The honor guard has also been called to Montana for a funeral.
âI pretty much went through North Dakota, one to Minnesota. I haven’t done Montana yet. I think we’ve had a few in South Dakota as well, âhe said.
âIf we’re called or bugged to go, that’s what we do,â he added.
The honor guard has a budget to pay its expenses.
Normally, Cabak said a funeral home would contact them about the presentation of military honors during a service. “Once they are informed that the deceased is a former member of the Air Force, then they contact us,” he said. Usually they have three or four days before they go to a funeral.
Members of the Honor Guard are split between some serving even months and others serving odd months. “If, for example, you have a lot of people who are unable to do this or who are beyond our capacity for an even month, then (someone) an odd month will be called upon to come and help if need be.” , did he declare. noted.
Often the Minot AFB Honor Guard is called upon to render military honors during services held at the North Dakota Veterans Cemetery, south of Mandan.
âI would say at least probably once a week,â Cabak said.
Usually, members of the honor guard do not know the deceased or their family members.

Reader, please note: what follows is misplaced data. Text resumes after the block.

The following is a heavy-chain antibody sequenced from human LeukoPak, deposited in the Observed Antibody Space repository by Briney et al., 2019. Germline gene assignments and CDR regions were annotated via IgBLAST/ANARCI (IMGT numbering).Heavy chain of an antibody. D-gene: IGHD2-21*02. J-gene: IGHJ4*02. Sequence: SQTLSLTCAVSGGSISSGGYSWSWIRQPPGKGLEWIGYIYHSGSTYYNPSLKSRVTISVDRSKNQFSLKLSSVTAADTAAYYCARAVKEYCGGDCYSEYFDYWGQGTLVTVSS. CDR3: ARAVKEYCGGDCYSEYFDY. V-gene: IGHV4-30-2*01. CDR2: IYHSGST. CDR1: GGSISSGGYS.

“In many ways it’s very well formulated in this regimented formation, so you know, yeah, it’s a deceased person, yeah, they’re former Air Force members, and yeah, we don’t know not really their name. But they still wore the same uniform as you. So there’s this aspect where it’s the same, âCabak said.
In addition to funerals, the Minot AFB Honor Guard holds color ceremonies, retirement ceremonies, and occasionally participates in state events such as the North Dakota State Fair Parade in Minot.
But the funeral takes priority.
âAlways,â Cabak said. âWe are mandated by Congress to do this. “
This year, the honor guard has also held around 100 color (flag) ceremonies since events resumed (due to COVID-19), Cabak said.
Recently, the honor guard moved to another building on the base so that they could conduct their training. âIt’s a much better training ground for us,â said Cabak. âWe’re really happy where we are. “
Cabak said there were “several different reasons” he was involved in the Minot AFB honor guard. Mainly, he said he was interested in history and noted a letter Abraham Lincoln wrote to a Miss Bixby in 1864.
âI think the main reason is probably that I’m interested in the story,â Cabak said. He referred to the letter of consolation that President Abraham Lincoln sent to a woman who allegedly lost five sons during the Civil War.
âBy reading this you really understand what military service is. It’s a sacrifice and we are the last official looking face the family is likely to see. The result is that we want to make sure that they are understood that we know their sacrifice. We want to honor it properly, âCabak said.